Light Protection Dome: Protecting the Preterm Infant and Maintaining a Safe Environment:
A recent trend in neonatal nursing includes the provision of a darkened environment to protect very preterm infants from ambient lighting. To achieve this, many neonatal units have mandated a darkened work environment. Although potentially advantageous to preterm infants, a darkened environment makes visualizing the infant more difficult and increases fatigue in health care workers, especially those working at night. Research has demonstrated reduced alertness and increased errors when healthcare workers provide care in a continuously dimmed environment.
Other alternatives have not proven successful. Infants have an aversion to anything directly placed over their face and head, therefore efforts to cover the neonate with a lightweight blanket were unsuccessful. Covering the incubator or open warmer were not feasible for a variety of reasons including the difficulty with keeping the cover in the correct position and the potential to limit the visibility of the infant.
Two NICU nurses collaborated to design a device that would protect the infant while allowing the medical team to work in a safe environment. The recently designed "light protection dome" has been implemented in the NICU to find a balance between the needs of the preterm infant for a darkened environment and the needs of the healthcare worker for a variably lighted environment. This dome lined with black out material and designed to flex in different positions to assure appropriate light protection for the patient has resolved the problem. To document the success of the design, nurses obtain light meter readings with the dome in place. The results consistently demonstrate a reduced light level (1-3 lux) while in use despite the ambient light level readings of 20 lux.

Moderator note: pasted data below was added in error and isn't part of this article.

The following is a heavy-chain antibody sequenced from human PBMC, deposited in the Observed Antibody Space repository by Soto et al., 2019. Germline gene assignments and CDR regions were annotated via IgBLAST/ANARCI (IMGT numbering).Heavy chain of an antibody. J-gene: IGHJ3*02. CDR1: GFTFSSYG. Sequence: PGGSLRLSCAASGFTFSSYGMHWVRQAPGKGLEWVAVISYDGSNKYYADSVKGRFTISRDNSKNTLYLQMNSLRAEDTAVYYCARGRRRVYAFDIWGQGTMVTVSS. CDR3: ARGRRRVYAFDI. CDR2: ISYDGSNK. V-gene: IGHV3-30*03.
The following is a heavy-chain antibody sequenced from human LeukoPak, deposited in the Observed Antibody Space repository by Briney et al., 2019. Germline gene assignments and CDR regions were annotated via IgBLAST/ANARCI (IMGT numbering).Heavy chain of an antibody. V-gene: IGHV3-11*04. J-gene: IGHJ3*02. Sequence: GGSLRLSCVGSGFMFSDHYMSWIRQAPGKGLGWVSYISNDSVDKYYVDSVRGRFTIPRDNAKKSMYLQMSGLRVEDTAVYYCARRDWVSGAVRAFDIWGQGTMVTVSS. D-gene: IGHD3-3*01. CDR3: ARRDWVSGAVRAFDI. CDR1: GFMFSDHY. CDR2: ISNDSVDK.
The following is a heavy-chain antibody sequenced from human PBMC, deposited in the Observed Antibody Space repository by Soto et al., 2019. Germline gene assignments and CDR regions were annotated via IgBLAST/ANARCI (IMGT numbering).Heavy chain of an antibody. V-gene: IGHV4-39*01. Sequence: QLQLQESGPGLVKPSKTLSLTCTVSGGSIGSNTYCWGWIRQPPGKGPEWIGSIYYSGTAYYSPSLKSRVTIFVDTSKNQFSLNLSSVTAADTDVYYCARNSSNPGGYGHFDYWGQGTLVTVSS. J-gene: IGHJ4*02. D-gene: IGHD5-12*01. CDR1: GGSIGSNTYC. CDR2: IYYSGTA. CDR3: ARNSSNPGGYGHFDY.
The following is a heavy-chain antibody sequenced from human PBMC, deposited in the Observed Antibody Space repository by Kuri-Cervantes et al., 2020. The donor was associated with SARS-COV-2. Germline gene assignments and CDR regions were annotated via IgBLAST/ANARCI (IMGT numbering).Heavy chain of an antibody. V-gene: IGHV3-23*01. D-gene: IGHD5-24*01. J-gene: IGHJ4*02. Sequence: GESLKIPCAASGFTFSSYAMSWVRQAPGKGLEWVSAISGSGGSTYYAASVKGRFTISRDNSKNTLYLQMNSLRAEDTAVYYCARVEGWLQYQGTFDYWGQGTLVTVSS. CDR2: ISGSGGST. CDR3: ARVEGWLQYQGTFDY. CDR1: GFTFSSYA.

This innovative device has been widely accepted by the NICU staff, patient and families.
Planning of Care
The planning of patient care is an essential part of nursing practice, but often the cumbersome process was regarded as a waste of time or useless task. At UC Irvine Medical Center, care planning is viewed as a tool to provide a "road map" to guide all who are involved with a patient's care. To be effective and comprehensive, the care plan must inform all individuals involved in the care of the patient to ensure the appropriate care is provided and optimal outcomes are achieved.
In collaboration with frontline staff, Cheryl Simkins, Clinical Nurse Educator for Critical Care, developed a new planning of care tool. The goal was to develop a plan of care that was effective in driving the care delivered to the patient, was easy to initiate, individualize, meet all regulatory requirements and continue to meet all of the professional requirements delineated in the American Nurses Association Scope and Standards of Practice. The resulting care plan achieved all of these objectives. Staff feedback on the new care plan included: